Issue:  Vol. 48 / No. 3 / 18 January 2018

Group suggests policy for people aging with HIV


Tez Anderson. Photo: Rick Gerharter
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Representatives of AIDS-related nonprofits, service providers, and others recently agreed on several areas of importance in helping adults who are aging with HIV/AIDS.

Recommendations from the HIV and aging working group of San Francisco's Long Term Care Coordinating Council include supporting research, increasing linkages to care, making available more affordable housing and preventing evictions, supporting the inclusion of transgender people, training health care providers, and ensuring food security.

The LTCCC, first appointed in 2004 by then-Mayor Gavin Newsom, provides policy guidance to the mayor's office.

According to the working group, 58 percent of the 16,014 people living with HIV/AIDS in San Francisco, or about 9,288, are over 50. The group also says that 84 percent, or approximately 13,452, are over 40.

Among other recommendations presented Thursday, December 10, the working group also wants to see more access to employment services.

"It's no secret that the majority of people who are disabled by HIV live on disability [benefits], which is not that much," working group member Chip Supanich said. Supanich also talked about the need for help with financial and estate planning.

"A lot of people did not expect to live to a point where they would have these concerns," he said.

The working group also suggested making $125,000 available to implement the second Research with Older Adults with HIV/AIDS project and initiatives at UCSF, along with $50,000 for mental health and psychosocial services.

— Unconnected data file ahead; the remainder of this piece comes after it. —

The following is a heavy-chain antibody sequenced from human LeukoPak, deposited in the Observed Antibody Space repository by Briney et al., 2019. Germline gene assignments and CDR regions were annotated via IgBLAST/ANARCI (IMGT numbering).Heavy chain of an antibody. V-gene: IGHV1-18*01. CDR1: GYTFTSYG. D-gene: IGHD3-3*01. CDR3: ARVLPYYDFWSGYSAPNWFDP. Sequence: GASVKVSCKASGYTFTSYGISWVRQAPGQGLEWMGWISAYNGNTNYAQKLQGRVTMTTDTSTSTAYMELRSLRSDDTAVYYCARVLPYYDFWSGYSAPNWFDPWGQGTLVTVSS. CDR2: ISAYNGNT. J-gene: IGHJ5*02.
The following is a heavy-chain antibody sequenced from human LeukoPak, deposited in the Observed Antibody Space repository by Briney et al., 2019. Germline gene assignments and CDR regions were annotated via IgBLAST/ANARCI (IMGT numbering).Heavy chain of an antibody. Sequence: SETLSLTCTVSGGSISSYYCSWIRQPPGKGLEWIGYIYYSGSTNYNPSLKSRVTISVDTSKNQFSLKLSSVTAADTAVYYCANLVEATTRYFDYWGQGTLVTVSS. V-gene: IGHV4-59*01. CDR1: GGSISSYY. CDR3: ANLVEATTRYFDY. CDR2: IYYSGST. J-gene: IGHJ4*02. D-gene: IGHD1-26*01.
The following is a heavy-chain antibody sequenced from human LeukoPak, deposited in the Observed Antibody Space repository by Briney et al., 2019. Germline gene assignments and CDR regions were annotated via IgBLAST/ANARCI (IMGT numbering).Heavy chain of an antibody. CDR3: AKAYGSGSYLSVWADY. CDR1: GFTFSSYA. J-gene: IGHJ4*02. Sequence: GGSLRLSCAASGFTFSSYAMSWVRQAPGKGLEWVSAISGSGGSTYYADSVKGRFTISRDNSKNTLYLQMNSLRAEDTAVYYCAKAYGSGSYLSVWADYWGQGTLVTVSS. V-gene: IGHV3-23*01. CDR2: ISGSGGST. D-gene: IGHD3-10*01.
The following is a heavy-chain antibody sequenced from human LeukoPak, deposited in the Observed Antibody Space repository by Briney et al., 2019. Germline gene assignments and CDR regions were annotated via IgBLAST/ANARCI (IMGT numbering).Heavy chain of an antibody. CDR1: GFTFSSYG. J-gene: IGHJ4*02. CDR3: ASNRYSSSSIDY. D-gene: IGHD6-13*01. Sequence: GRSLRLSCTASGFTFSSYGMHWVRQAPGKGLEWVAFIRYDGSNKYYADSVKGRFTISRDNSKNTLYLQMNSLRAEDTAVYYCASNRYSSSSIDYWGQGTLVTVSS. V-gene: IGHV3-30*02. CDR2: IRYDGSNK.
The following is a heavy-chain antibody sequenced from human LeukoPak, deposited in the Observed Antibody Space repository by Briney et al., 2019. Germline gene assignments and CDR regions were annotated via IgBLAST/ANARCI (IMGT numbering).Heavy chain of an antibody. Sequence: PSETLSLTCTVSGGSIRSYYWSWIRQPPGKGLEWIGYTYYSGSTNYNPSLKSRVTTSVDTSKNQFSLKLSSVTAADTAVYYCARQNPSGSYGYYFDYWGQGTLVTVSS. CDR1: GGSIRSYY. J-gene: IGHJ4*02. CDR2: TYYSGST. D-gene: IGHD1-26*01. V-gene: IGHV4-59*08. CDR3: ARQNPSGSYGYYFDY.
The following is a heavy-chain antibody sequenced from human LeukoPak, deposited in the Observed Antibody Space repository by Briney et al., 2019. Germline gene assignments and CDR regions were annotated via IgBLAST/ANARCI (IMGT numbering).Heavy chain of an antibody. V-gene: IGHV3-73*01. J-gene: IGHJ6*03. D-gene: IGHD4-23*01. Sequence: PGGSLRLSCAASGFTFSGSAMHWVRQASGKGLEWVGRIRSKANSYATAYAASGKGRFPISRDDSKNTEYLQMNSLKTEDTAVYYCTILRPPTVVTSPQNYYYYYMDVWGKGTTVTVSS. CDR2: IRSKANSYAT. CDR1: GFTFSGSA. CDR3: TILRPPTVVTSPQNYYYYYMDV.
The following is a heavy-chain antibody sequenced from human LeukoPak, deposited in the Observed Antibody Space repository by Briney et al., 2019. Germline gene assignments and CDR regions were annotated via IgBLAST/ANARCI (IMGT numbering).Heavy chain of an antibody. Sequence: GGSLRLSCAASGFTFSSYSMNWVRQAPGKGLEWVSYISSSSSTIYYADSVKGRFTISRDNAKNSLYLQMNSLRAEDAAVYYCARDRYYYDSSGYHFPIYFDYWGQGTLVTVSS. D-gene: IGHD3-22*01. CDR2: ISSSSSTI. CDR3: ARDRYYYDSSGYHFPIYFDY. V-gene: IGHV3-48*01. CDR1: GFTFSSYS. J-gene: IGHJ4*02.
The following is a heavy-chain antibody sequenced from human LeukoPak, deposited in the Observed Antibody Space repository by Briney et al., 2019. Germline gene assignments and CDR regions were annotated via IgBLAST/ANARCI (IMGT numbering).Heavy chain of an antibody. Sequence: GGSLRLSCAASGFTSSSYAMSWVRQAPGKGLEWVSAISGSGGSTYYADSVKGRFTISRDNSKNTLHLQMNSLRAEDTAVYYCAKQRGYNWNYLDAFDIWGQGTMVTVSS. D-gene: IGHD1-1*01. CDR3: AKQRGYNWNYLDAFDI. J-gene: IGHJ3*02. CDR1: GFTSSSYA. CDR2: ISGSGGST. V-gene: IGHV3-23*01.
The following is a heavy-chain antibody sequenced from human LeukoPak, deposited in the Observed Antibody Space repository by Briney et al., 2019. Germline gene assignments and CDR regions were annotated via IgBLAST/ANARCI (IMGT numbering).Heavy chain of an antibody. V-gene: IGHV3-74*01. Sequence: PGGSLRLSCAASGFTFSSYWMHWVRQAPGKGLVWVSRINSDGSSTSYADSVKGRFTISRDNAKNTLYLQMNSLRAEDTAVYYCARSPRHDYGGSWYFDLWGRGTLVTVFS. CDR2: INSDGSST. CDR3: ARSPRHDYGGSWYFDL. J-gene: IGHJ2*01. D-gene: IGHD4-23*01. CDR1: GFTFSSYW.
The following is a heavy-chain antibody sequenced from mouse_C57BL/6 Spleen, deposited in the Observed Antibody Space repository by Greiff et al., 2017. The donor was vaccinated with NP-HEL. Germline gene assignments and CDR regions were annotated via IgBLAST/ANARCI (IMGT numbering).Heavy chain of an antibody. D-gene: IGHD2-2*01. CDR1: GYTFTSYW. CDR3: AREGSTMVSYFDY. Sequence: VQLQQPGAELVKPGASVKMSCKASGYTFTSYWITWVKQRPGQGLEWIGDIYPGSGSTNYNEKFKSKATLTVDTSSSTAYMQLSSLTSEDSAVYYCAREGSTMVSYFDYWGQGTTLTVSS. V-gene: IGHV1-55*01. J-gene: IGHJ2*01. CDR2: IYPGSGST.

For ROAH, Supanich said, "We'd like to see some focus groups and research of each decade," so that people in their 50s, 60s, and other age categories aren't lumped together.

Members of the LTCCC approved the recommendations Thursday but decided to hold off on the financial portion in order to figure out where money may come from.

Vince Crisostomo, a working group member and program manager of the San Francisco AIDS Foundation's Elizabeth Taylor 50-Plus Network, noted that "some of this work" addressed in the recommendations "is already being done."

After the presentation, Crisostomo said information from the first ROAH has been "used to influence policy ever since," and more research will help determine the work that needs to be addressed.

"The city does things based on need," he said, and it's important to do the research and have an assessment of those needs because "otherwise it's all anecdotal."

Crisostomo said it's not clear where the research money would come from, but the city's Department of Public Health would probably support it, and there would "probably be multiple partners."

He said he's hoping that advocates can "leverage" the LTCCC's support.

The working group, which will continue its efforts in 2016, also wants adults who are aging with HIV to be designated as "a population with 'greatest need,'" according to the group's presentation.

Tez Anderson, executive director of Let's Kick ASS (AIDS Survivor Syndrome), attended the presentation.

In an email afterward, Anderson said, "I am thrilled that the LTCC agreed to designate older adults living with HIV as a population of 'greatest social need,' as defined in the Older Americans Act. In addition to its symbolic importance, the designation accomplishes two key things. It raises awareness about the urgent and unique challenges faced by this large but invisible population. It also paves the way for increased services and prioritizes the other recommendations – especially the needs assessment and increased linkage to care."



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